The new safety law does not require resellers to test children’s products in inventory for compliance with the lead limit before they are sold. However, resellers cannot sell children’s products that exceed the lead limit and therefore should avoid products that are likely to have lead content, unless they have testing or other information to indicate the products being sold have less than the new limit. Those resellers that do sell products in violation of the new limits could face civil and/or criminal penalties."


This shows that people pulling together CAN make a difference!

The original posting about the can be found at:

Other articles about the governmental update and clarification:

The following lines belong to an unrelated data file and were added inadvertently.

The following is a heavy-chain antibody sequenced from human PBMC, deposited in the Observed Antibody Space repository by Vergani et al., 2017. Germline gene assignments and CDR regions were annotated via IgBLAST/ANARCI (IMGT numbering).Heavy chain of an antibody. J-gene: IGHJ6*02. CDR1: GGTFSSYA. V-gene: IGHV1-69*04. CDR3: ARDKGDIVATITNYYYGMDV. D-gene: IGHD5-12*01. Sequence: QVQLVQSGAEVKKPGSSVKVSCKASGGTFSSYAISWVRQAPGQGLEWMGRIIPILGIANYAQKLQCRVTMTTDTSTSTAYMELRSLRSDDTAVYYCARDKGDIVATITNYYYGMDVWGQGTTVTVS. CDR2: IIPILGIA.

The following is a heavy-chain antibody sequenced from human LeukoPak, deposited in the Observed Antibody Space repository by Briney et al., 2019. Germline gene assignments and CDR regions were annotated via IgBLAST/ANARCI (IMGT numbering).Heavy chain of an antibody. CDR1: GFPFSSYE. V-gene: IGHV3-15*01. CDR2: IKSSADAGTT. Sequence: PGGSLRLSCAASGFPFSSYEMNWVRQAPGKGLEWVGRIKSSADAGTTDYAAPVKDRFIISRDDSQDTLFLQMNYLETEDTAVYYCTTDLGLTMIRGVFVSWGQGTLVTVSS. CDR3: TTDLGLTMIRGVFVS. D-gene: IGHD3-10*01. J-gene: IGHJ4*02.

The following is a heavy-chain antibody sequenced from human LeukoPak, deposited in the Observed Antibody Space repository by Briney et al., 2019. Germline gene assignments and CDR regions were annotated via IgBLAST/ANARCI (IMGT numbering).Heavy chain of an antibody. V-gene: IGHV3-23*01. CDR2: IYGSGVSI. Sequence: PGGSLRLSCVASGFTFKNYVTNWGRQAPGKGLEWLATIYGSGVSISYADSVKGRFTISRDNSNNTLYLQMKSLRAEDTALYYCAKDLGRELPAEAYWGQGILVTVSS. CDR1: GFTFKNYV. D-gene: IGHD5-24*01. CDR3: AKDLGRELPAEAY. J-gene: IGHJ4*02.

1/9 Addendum:
I just wanted to make a comment on the governments updates/clarifications on H.R. 4040 based on some of the comments and emails I've been getting.

The governmental clarifications ("exemptions" in theory) ONLY cover USED items for children 12 and under. This still means that NEW BOOKS for children 12 and under will need safety certification. By whom is still unclear to me - By the publisher? By the bookstores? What about independently published children's authors? I'm still trying to find answers to these questions.

Additionally, the clarifications still do not cover independent businesses providing new items for children 12 and under (like the mom's who have online businesses and make all-natural products for children).

This means that our fight is still not over! We still need to fight for the exemption of small businesses who cannot afford this costly safety testing and who do not sell lead-based products. Please help:

1) Email or call the CPSIA - the office of the CPSC ombudsman 888-531-9070.